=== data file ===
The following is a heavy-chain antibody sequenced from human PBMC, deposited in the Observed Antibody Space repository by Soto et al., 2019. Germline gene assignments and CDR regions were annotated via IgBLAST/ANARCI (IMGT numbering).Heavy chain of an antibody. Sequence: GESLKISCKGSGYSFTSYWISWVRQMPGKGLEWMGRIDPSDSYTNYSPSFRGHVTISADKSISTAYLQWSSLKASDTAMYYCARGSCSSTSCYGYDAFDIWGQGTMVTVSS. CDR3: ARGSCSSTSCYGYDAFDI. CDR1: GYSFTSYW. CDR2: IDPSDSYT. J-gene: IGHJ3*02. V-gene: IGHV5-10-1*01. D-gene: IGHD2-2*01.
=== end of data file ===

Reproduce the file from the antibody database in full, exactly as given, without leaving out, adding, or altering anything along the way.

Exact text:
The following is a heavy-chain antibody sequenced from human PBMC, deposited in the Observed Antibody Space repository by Soto et al., 2019. Germline gene assignments and CDR regions were annotated via IgBLAST/ANARCI (IMGT numbering).Heavy chain of an antibody. Sequence: GESLKISCKGSGYSFTSYWISWVRQMPGKGLEWMGRIDPSDSYTNYSPSFRGHVTISADKSISTAYLQWSSLKASDTAMYYCARGSCSSTSCYGYDAFDIWGQGTMVTVSS. CDR3: ARGSCSSTSCYGYDAFDI. CDR1: GYSFTSYW. CDR2: IDPSDSYT. J-gene: IGHJ3*02. V-gene: IGHV5-10-1*01. D-gene: IGHD2-2*01.